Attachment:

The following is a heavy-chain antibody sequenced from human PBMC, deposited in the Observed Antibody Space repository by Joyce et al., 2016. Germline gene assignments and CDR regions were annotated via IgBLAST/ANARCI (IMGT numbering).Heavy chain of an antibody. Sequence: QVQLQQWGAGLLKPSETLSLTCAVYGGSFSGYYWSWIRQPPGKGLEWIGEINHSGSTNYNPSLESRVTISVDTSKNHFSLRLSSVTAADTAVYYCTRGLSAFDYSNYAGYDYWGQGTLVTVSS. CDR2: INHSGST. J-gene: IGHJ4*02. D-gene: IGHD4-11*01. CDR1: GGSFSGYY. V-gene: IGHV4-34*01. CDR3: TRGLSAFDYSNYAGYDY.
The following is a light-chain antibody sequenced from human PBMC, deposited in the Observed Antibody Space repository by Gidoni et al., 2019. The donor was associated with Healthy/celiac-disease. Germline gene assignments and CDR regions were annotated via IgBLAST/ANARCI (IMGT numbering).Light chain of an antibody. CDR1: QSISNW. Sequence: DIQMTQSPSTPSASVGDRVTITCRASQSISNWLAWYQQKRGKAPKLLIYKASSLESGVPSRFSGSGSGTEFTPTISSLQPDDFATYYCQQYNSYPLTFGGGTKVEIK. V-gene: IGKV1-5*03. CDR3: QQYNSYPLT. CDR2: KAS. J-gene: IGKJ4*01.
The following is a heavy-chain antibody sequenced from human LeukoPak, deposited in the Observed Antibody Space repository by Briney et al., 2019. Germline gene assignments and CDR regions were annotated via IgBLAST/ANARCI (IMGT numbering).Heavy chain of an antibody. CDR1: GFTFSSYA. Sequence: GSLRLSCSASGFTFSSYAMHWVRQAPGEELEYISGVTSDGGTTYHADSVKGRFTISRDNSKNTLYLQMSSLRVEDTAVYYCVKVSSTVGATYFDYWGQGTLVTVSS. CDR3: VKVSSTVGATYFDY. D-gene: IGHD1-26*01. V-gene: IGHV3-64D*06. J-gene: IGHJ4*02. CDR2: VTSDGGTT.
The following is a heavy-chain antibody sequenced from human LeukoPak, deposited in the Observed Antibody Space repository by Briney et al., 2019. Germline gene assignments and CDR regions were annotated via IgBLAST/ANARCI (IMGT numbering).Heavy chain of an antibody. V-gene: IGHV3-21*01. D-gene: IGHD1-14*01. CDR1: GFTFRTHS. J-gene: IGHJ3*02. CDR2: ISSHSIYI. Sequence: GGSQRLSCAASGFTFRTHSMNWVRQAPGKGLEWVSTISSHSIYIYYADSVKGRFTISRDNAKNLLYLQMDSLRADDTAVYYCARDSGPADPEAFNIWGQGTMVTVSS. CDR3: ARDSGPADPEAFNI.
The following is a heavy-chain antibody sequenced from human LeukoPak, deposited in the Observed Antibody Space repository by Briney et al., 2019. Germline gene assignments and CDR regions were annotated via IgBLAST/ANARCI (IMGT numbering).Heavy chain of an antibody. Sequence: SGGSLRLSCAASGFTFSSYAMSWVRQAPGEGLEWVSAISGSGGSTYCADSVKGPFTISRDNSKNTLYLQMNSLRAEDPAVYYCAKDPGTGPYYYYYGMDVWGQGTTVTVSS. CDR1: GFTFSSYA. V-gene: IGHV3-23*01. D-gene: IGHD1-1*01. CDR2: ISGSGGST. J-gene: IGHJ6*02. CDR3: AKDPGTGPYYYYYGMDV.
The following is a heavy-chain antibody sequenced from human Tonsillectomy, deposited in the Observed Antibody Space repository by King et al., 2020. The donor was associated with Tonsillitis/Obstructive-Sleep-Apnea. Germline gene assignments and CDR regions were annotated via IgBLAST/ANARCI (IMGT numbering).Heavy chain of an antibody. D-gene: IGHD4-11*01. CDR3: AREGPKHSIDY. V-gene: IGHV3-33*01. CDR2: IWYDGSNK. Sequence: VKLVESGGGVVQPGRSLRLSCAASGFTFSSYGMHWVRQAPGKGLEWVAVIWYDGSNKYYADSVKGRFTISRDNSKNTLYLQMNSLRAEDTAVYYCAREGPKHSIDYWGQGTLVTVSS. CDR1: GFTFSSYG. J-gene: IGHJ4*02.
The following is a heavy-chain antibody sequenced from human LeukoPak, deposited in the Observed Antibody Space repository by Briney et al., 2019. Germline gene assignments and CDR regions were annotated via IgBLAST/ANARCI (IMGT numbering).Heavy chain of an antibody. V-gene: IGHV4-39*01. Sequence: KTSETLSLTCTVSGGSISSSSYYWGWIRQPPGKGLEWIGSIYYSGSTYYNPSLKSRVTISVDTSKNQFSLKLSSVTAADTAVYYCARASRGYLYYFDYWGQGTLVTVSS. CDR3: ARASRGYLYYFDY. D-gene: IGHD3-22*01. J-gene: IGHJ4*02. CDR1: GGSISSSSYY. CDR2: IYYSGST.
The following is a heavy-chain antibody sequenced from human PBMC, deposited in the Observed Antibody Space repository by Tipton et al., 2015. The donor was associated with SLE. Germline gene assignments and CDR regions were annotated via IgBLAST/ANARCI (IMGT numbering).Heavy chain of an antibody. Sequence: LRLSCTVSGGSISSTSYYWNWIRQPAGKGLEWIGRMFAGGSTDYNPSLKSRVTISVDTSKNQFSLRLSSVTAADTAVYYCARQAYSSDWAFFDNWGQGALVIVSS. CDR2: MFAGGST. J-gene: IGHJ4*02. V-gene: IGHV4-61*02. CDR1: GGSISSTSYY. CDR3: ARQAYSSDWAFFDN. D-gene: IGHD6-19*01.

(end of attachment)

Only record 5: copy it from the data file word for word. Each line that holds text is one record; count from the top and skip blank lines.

The following is a heavy-chain antibody sequenced from human LeukoPak, deposited in the Observed Antibody Space repository by Briney et al., 2019. Germline gene assignments and CDR regions were annotated via IgBLAST/ANARCI (IMGT numbering).Heavy chain of an antibody. Sequence: SGGSLRLSCAASGFTFSSYAMSWVRQAPGEGLEWVSAISGSGGSTYCADSVKGPFTISRDNSKNTLYLQMNSLRAEDPAVYYCAKDPGTGPYYYYYGMDVWGQGTTVTVSS. CDR1: GFTFSSYA. V-gene: IGHV3-23*01. D-gene: IGHD1-1*01. CDR2: ISGSGGST. J-gene: IGHJ6*02. CDR3: AKDPGTGPYYYYYGMDV.